Jali screens in the tomb of Akbar the Great near Agra, India

A jali or jaali, (jālī, meaning "net") is the term for a perforated stone or latticed screen, usually with an ornamental pattern constructed through the use of calligraphy and geometry. This form of architectural decoration is common in Indo-Islamic architecture and more generally in Islamic architecture.[1]

The jali helps in lowering the temperature by compressing the air through the holes. Also when the air passes through these openings, its velocity increases giving profound diffusion.[clarification needed] It has been observed that humid areas like Kerala and Konkan have larger holes with overall lower opacity than compared with the dry climate regions of Gujarat and Rajasthan.[2]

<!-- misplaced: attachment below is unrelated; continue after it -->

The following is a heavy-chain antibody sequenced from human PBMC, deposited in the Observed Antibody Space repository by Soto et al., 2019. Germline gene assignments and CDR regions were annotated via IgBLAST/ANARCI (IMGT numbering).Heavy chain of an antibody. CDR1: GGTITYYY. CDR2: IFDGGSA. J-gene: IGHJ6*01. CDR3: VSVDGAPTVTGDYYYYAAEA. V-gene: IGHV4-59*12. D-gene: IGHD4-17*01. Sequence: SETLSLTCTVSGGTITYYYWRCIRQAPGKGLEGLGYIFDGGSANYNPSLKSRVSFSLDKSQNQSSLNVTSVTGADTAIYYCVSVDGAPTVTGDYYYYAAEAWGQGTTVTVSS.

With compactness of the residential areas in the modern India, jalis became less frequent for privacy and security matters.[3]


Early jali work was built by carving into stone, generally in geometric patterns, while later the Mughals used very finely carved plant-based designs, as at the Taj Mahal. They also often added pietra dura inlay to the surrounds, using marble and semi-precious stones.[1][4]

See also



  1. ^ a b Lerner, p. 156
  2. ^ "Yatin Pandya on 'jaali' as a traditional element". Daily News and Analysis. 16 October 2011. Retrieved 18 January 2016.
  3. ^ Satyaprakash Varanashi (30 January 2011). "The multi-functional jaali". The Hindu. Retrieved 18 January 2016.
  4. ^ Thapar, Bindia (2004). Introduction to Indian architecture. Singapore: Tuttle Publishing. p. 81. ISBN 9781462906420.


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